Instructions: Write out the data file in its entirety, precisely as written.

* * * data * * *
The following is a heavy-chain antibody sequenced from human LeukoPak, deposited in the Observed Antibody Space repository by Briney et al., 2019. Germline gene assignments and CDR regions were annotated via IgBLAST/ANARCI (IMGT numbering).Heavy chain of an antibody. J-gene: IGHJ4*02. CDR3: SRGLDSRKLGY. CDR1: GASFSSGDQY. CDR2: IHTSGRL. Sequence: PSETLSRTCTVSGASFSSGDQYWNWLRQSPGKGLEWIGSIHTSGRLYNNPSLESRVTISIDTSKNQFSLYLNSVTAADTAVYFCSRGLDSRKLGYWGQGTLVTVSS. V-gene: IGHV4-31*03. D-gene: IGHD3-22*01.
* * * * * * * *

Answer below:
The following is a heavy-chain antibody sequenced from human LeukoPak, deposited in the Observed Antibody Space repository by Briney et al., 2019. Germline gene assignments and CDR regions were annotated via IgBLAST/ANARCI (IMGT numbering).Heavy chain of an antibody. J-gene: IGHJ4*02. CDR3: SRGLDSRKLGY. CDR1: GASFSSGDQY. CDR2: IHTSGRL. Sequence: PSETLSRTCTVSGASFSSGDQYWNWLRQSPGKGLEWIGSIHTSGRLYNNPSLESRVTISIDTSKNQFSLYLNSVTAADTAVYFCSRGLDSRKLGYWGQGTLVTVSS. V-gene: IGHV4-31*03. D-gene: IGHD3-22*01.